In A Summertime Shot Of Good News, 850,000 Jobs Were Added In June

The job market heated up, as employment increased by 850,000 in June. The unemployment rate rose to 5.9%, according to the United States Bureau of Labor Statistics. This may be due to more entrants into the job market, which is a good sign of people feeling more confident that they can find a new job.

Job gains were robust in the once-beaten-down sectors, such as leisure and hospitality. Public and private education, professional and business services, retail trade and other services rose too. The number of unemployed persons—9.5 million—were little changed in June. However, it’s down considerably from their April 2020 highs. 

The growth in jobs can be attributed, in part, to the millions of Americans who were vaccinated. As people received their shots, the mood of the country vastly improved. The renewed confidence led to loosening restrictions and states reopening. This emboldened people to leave their homes to go out to eat, shop, see live events and travel.  

The wealth effect helped out too. The stock market has been hitting record highs. Real estate and home sales are blazingly hot. This makes people feel financially secure and comfortable to spend money, which helps stimulate the economy—thereby creating a need for more jobs.

The change was so swift and massive that businesses could not find enough workers to keep up with demand. As states set aside enhanced unemployment benefits, more people started searching for jobs. The war for talent became so hot that restaurants offered higher wages and sign-on bonuses to entice people to apply for job openings.


Here are some of the highlights from June’s jobs report:

  • Among the major worker groups, the unemployment rates for adult men (5.9%), adult women (5.5%), teenagers (9.9%), whites (5.2%), Blacks (9.2%), Asians (5.8%) and Hispanics (7.4%) showed little or no change in June.
  • Among the unemployed, the number of job leavers—that is, unemployed persons who quit or voluntarily left their previous job and began looking for new employment—increased by 164,000 to 942,000 in June.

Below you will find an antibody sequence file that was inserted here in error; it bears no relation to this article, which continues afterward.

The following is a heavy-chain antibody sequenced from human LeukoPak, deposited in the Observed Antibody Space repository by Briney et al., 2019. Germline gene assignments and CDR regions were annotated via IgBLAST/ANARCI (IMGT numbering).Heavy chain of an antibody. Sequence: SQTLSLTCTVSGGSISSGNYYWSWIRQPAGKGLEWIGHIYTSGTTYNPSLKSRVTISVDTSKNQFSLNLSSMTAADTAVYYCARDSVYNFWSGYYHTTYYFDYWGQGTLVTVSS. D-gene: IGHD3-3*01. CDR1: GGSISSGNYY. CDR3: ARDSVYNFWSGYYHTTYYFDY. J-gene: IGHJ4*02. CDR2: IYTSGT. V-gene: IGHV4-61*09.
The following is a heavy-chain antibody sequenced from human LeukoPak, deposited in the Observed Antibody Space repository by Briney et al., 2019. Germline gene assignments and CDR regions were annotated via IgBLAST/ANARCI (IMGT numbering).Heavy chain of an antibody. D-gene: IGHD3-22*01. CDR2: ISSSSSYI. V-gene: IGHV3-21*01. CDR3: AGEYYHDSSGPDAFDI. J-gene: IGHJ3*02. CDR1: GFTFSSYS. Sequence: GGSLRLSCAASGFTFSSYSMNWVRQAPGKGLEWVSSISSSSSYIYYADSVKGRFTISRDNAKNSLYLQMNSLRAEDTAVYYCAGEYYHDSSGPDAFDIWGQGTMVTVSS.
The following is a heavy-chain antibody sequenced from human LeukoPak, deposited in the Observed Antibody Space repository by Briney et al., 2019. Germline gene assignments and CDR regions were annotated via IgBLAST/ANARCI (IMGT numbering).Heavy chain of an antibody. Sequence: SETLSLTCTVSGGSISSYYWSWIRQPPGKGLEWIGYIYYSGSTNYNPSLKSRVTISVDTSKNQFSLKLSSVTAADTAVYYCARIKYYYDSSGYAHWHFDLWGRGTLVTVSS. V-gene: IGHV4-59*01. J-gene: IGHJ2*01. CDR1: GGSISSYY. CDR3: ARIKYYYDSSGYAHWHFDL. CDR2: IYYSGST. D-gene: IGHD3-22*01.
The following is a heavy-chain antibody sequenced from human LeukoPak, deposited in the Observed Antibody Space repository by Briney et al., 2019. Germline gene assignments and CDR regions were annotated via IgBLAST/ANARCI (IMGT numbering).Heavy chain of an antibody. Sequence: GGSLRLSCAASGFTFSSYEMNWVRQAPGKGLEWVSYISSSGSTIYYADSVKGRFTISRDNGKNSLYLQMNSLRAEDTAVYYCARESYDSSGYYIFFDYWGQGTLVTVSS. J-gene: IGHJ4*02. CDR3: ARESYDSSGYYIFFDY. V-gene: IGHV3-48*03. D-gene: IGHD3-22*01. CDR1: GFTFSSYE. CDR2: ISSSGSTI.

• The number of persons on temporary layoff, at 1.8 million, was essentially unchanged over the month. This measure is down considerably from the high of 18 million in April 2020, but is 1.1 million above the February 2020 level. 
  • The number of permanent job losers, at 3.2 million, was also essentially unchanged over the month, but is 1.9 million higher than in February 2020.  
  • In June, the number of long-term unemployed (those jobless for 27 weeks or more) increased by 233,000 to 4 million, following a decline of 431,000 in May. This measure is 2.9 million higher than in February 2020. These long-term unemployed accounted for 42.1% of the total unemployed in June.
  • The number of persons jobless less than 5 weeks, at 2.0 million, changed little in June.
  • The participation rate is 1.7% lower than in February 2020. The employment-population ratio, at 58%, was also unchanged in June, but is up by 0.6% since December 2020. However, this measure is 3.1% below its February 2020 level.

Not everyone was enthusiastic about the jobs report. Some are pessimistic or have mixed feelings about the June jobs report. Despite the good news, the labor force participation rate was unchanged at 61.6% in June and has remained within a narrow range of 61.4% to 61.7% since June 2020. Millions of people have dropped out of the labor force. Nonetheless, job openings far exceed the number of job seekers. 

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